This page contains guidance and photos of practical allotment equipment that you can make at low cost from either new materials or recycled items.
Bell Cloches from Demijohns
All you need is one of those hand held glass cutters with the little wheel on it and a work bench or a table top vice so you can clamp the glass cutter with the wheel rotating horizontally about an inch off the work surface.
With the glass cutter firmly clamped in place you score the groove around the bottle by resting it on the work surface and then rotating it while pressing it against the cutter wheel. Try and get a single score mark which is joined up all the way around
Then you need to fashion youself something like a quarter of an inch thick metal rod with a slight bend about a couple of centimetres from one end. The shape and length of this is quite important since you are going to use to stick down the inside of the demijohn.
You use this to tap lightly at the score line from the inside of the bottle. If you tap fairly lightly you will get a slight crack forming at that point. Then you move another half a centimetre along the score line and tap again and the crack will follow the line you have scored on the outside of the bottle ( I know, I didn't believe it either but if you are gentle with the tapping the crack will run true and follow the score line).
As you work you way round the sound made by the tapping starts to get quite dull, which is a warning that both parts will soon part company. When the crack is completely joined up, your new bell jar will part company with your new flowerpot tray!
Tip: Giving the demijohn bit of a wash in warm water helps and working in the warm also makes the glass a bit easier to work with too.
For safety sake you may want to think about using rubber gloves and wearing goggles or glasses when you are cutting the glass. Also you can give the bottom edges of the demijonn a good twist on sandy soil to make them less sharp.
If you don't have any demijohns its worth keeping your eyes open at the local glass recycling point.
As an alternative to tapping from the inside, tie a single line of string around the cut, soak in lighter fuel, put the jar on it's side and ignite the fuel. As soon as the flames die out dunk the jar bottom first in some cold water, and the base usually cracks right off. I say usually because there are sometimes flaws in the glass. A slightly riskier method certainly, but immensly satisfying when it works. Needless to say, Gloves, Mask, Goggles !!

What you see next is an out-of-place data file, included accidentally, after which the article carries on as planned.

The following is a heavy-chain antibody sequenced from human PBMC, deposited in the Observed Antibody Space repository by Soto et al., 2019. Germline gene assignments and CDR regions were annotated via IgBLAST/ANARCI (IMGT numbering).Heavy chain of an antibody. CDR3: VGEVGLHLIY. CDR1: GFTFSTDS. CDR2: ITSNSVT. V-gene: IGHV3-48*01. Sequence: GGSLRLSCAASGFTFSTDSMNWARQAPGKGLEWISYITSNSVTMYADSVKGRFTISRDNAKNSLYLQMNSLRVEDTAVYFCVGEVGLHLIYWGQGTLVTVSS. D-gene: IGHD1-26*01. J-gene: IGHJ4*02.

Hosepipe joints to make bamboo arches
You can use short bits of hose pipe as 'universal joints' between bamboo canes. A bit of pipe with two 6 foot canes poked in the ends will help to make and easy build 'A' frame or an archway over the path between two raised beds, (very handy way to use redundant space and sunlight for growing Runner beans or Climbing French beans over). Three short bits of bamboo joined by two bits of hose pipe can be used as a low frame to cover any beds which low growing soft fruit is planted in.
Origami Plant Pots
There are quite a few different ways of making flowerpots out of newspaper, smaller ones can be made using a 'former' and larger square pots can be made using the following method - http://www.geocities.com/newspaperpots/
Plant Pots from Plastic Milk Containers
By following the diagrams below you can use 4 pint containers to create your own pots. These will have the benefit of having their own drip trays which means they can be stored indoors without mess.
By using the top half of the container the handle hole can serve as a capillary for water and feed, a few holes can also be drilled in the screw cap for drainage.
- Firstly what you will need:
- Row of fleece
- Garden string, preferably polypropylene
- 3mm or 4mm galvanised wire, not too thick or you will have a problem bending it.
- Pliers and wire cutters
- Scissors or a knife.
First step is to cut the wire into lengths about 14 to 16 inches longer than the width of the fleece.
Bend the wire into a hoop and at each end make a full twist, leaving a leg of about 4 to 6 inches below the loop. The leg is driven into the soil so if you are in a very exposed area you might want to cut the wire longer.
Cut a piece of string long enough to tie from one twist, stretching to the other twist, leaving enough spare to allow you can tie it.
Place each hoop over the crop row, driving the legs into the ground. Place a hoop about each 3 foot along the row.
Cut the fleece to length, allow about 20 inches over the length of the row. Bunch the ends and tie. Stake one end of the fleece at the end of the row and stretch the over the hoops to the other end of the row. Stake this end as well.
Finally take the string and bring it over the top of the fleece and tie to the other twist in the wire so the string holds the fleece to the hoop. This stops the fleece billowing around too much in the wind. I also place clods of earth along the bottom sides of the fleece to keep it tight to the ground.
If you need access to the crop it is the work of seconds to lift one side of the fleece. No need to untie anything or remove the hoops. I leave the cloche in place until harvest.
The wire hoops last years and I tend to get 2 years out of my fleece. Still far cheaper than bought cloches and it certainly keeps carrot fly at bay and gives good crops! You could also use environ mesh as this will allow more rain through which may be a factor early on during germination.